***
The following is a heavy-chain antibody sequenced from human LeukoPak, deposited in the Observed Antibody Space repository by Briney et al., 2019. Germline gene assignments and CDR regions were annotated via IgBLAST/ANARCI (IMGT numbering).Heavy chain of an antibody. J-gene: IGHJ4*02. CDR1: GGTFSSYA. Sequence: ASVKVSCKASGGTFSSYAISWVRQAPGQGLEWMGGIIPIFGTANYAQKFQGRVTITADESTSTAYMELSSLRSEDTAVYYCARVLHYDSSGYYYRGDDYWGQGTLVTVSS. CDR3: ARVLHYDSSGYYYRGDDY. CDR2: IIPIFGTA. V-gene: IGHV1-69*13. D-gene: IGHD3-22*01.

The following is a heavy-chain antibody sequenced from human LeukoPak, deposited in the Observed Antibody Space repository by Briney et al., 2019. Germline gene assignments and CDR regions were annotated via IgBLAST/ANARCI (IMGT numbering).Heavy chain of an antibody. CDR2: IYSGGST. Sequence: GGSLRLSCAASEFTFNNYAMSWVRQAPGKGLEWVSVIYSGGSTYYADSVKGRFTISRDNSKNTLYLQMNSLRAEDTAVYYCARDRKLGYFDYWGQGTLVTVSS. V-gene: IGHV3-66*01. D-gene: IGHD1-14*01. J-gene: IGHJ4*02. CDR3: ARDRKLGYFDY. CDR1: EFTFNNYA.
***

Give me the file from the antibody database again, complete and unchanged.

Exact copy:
The following is a heavy-chain antibody sequenced from human LeukoPak, deposited in the Observed Antibody Space repository by Briney et al., 2019. Germline gene assignments and CDR regions were annotated via IgBLAST/ANARCI (IMGT numbering).Heavy chain of an antibody. J-gene: IGHJ4*02. CDR1: GGTFSSYA. Sequence: ASVKVSCKASGGTFSSYAISWVRQAPGQGLEWMGGIIPIFGTANYAQKFQGRVTITADESTSTAYMELSSLRSEDTAVYYCARVLHYDSSGYYYRGDDYWGQGTLVTVSS. CDR3: ARVLHYDSSGYYYRGDDY. CDR2: IIPIFGTA. V-gene: IGHV1-69*13. D-gene: IGHD3-22*01.

The following is a heavy-chain antibody sequenced from human LeukoPak, deposited in the Observed Antibody Space repository by Briney et al., 2019. Germline gene assignments and CDR regions were annotated via IgBLAST/ANARCI (IMGT numbering).Heavy chain of an antibody. CDR2: IYSGGST. Sequence: GGSLRLSCAASEFTFNNYAMSWVRQAPGKGLEWVSVIYSGGSTYYADSVKGRFTISRDNSKNTLYLQMNSLRAEDTAVYYCARDRKLGYFDYWGQGTLVTVSS. V-gene: IGHV3-66*01. D-gene: IGHD1-14*01. J-gene: IGHJ4*02. CDR3: ARDRKLGYFDY. CDR1: EFTFNNYA.